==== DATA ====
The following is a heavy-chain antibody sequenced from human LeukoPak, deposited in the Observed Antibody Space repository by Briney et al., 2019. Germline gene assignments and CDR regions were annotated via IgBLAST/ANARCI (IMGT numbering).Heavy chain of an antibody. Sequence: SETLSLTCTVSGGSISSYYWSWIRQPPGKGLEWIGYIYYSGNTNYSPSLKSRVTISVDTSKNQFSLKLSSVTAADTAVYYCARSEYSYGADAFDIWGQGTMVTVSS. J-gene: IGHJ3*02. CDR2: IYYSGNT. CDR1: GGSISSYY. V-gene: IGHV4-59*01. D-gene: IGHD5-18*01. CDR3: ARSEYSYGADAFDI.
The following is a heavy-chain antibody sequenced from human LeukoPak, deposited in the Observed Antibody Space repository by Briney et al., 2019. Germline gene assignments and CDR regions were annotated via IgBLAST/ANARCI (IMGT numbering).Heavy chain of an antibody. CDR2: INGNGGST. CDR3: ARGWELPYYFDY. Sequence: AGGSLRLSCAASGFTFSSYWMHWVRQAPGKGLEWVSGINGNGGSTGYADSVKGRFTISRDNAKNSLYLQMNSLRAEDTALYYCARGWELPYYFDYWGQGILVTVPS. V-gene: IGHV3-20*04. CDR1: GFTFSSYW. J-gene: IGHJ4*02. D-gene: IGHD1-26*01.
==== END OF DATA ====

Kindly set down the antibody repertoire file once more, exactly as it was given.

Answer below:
The following is a heavy-chain antibody sequenced from human LeukoPak, deposited in the Observed Antibody Space repository by Briney et al., 2019. Germline gene assignments and CDR regions were annotated via IgBLAST/ANARCI (IMGT numbering).Heavy chain of an antibody. Sequence: SETLSLTCTVSGGSISSYYWSWIRQPPGKGLEWIGYIYYSGNTNYSPSLKSRVTISVDTSKNQFSLKLSSVTAADTAVYYCARSEYSYGADAFDIWGQGTMVTVSS. J-gene: IGHJ3*02. CDR2: IYYSGNT. CDR1: GGSISSYY. V-gene: IGHV4-59*01. D-gene: IGHD5-18*01. CDR3: ARSEYSYGADAFDI.
The following is a heavy-chain antibody sequenced from human LeukoPak, deposited in the Observed Antibody Space repository by Briney et al., 2019. Germline gene assignments and CDR regions were annotated via IgBLAST/ANARCI (IMGT numbering).Heavy chain of an antibody. CDR2: INGNGGST. CDR3: ARGWELPYYFDY. Sequence: AGGSLRLSCAASGFTFSSYWMHWVRQAPGKGLEWVSGINGNGGSTGYADSVKGRFTISRDNAKNSLYLQMNSLRAEDTALYYCARGWELPYYFDYWGQGILVTVPS. V-gene: IGHV3-20*04. CDR1: GFTFSSYW. J-gene: IGHJ4*02. D-gene: IGHD1-26*01.